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A MAGNIFICENT AND VERY RARE MASSIVE HUANGHUALI PLANK-TOP PEDESTAL TABLE, JIAJI'AN
A MAGNIFICENT AND VERY RARE MASSIVE HUANGHUALI PLANK-TOP PEDESTAL TABLE, JIAJI'AN
A MAGNIFICENT AND VERY RARE MASSIVE HUANGHUALI PLANK-TOP PEDESTAL TABLE, JIAJI'AN
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A MAGNIFICENT AND VERY RARE MASSIVE HUANGHUALI PLANK-TOP PEDESTAL TABLE, JIAJI'AN
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PROPERTY FROM THE COLLECTION OF JONATHAN AND JESSIKA AUERBACH
A MAGNIFICENT AND VERY RARE MASSIVE HUANGHUALI PLANK-TOP PEDESTAL TABLE, JIAJI'AN

17TH/18TH CENTURY

Details
A MAGNIFICENT AND VERY RARE MASSIVE HUANGHUALI PLANK-TOP PEDESTAL TABLE, JIAJI'AN
17TH/18TH CENTURY
The exceptionally massive single-plank top with finely beaded edge is supported on thick, similarly beaded, tiered 'pedestals', raised on thick, beaded trestle legs framing reticulated panels separated by fixed single stretchers, the whole set into wide shoe feet.
36 in. (92.7 cm.) high, 178¼ in. (452.8 cm.) wide, 22 in. (55.9 cm.) deep
Provenance
Grace Wu Bruce, 1996.
Exhibited
Denver Art Museum, 2001-2012.

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Lot Essay

The present table is amongst the most extraordinary huanghuali plank-top pedestal tables known, and probably the largest to be offered at public auction. The sheer size of the top plank, which measures 178. 1/4 in. (452.8 cm.) long and 3 in. (7.6 cm.) thick, makes it among the longest and thickest single huanghuali plank-top tables ever recorded. This massive size suggests that the table would have been immensely costly, even at the time of manufacture, and a highly prized possession of the wealthy scholar or official who owned it.

Surviving examples of plank-top pedestal tables, in general, appear to be quite rare, and compared to other types of tables, relatively few extant examples are known, especially those of the present size. The method of demountable construction is most often seen on these early examples with thick and heavy plank tops, as it made the transportation of such tables much easier. The proportions of the present table, and generous use of such a massive single plank of huanghuali, suggest an early date, as over time members generally became smaller due to the shortage of huanghuali. In addition, plank-top pedestal tables appear to be quite rare, owing to the fact that their easily dissembled members can become separated over the years. However, we know that the top panel and lower sections of the present table are original to each other, as their width and general proportions correspond quite well.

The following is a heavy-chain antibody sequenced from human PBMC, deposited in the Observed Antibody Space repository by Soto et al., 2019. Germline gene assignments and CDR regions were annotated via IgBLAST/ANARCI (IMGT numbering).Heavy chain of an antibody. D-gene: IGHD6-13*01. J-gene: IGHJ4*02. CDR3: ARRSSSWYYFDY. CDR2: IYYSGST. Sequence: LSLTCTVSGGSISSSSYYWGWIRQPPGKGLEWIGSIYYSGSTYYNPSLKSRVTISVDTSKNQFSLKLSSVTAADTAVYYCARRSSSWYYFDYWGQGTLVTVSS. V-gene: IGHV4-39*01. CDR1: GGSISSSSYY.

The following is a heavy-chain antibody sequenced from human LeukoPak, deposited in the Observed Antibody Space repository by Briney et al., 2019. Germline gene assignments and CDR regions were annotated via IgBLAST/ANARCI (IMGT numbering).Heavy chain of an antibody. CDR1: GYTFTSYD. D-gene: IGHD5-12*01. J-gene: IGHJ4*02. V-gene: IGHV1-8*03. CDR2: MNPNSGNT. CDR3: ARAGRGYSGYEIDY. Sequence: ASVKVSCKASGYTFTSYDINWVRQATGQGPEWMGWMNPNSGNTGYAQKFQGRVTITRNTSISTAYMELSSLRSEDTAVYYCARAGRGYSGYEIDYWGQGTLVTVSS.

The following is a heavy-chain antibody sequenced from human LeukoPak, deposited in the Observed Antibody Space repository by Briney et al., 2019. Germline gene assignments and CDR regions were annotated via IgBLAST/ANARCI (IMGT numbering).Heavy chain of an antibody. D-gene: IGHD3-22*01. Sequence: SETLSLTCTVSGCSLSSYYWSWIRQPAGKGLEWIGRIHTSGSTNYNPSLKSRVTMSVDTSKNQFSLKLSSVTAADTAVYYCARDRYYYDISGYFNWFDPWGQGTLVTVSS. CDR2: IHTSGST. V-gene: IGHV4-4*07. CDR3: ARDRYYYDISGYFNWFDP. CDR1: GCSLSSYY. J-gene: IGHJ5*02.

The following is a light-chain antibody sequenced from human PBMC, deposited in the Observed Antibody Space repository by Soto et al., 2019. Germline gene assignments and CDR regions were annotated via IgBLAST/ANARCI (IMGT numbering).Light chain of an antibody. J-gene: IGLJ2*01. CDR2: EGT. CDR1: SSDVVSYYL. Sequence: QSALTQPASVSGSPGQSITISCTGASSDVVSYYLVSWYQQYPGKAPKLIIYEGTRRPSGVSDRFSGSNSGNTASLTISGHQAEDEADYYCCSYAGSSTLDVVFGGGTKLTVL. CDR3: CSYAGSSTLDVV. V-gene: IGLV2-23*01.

The massive size of the present table suggests that it would have likely held a place of great importance at the center of an altar, or against the wall of a grand hall. See, for example, the placement of a related, mother-of-pearl-embellished lacquer fixed recessed trestle-leg table in the Palace of Gathering Excellence, illustrated in Ming Qing Gong Ting Jia Ju Da Guan, Part II, Beijing, 2006, p. 698, pl. 800. A plank-top pedestal table of similar form, made of stone, can be seen on one of ten album leaves depicting the festivities of a garden party entitled 'Ten Paintings on Maids of Honour' by Leng Mei (active 1703-1717), illustrated in The Collection of the Palace Museum: Court Painting of the Qing Dynasty, Beijing, 1992, p. 41, no. 8.

For a further discussion of these types of massive altar tables, see Robert D. Jacobsen and Nicholas Grindley, Classical Chinese Furniture in the Minneapolis Institute of Arts, Minnesota, 1999, p. 126, where the authors note that "as altar tables, they could be set with ancestral tablets, Buddhist or Daoist images, and with a variety of ritual utensils including censers, flower vases, candle holders, and offering plates. Some altar tables reach ten feet in length and their symbolic importance to the ritual conduct of a Confucian Buddhist household cannot be overstated. It is understandable that these major pieces of ceremonial furniture would often be of grand proportions. (These) long tables were also called wall tables and served a variety of secular functions throughout the household including the display of precious objects." It is important to note that the current table is a full 58 in. (147.3 cm.) longer than the longest table cited by Jacobsen and Grindley. Refer, also, to Sarah Handler's article, "Side Tables, a Surface for Treasures and the Gods," in Chinese Furniture: Selected Articles from Orientations, 1984-1999, Hong Kong, 1999, pp. 200-9, where she further discusses the role of this type of table.

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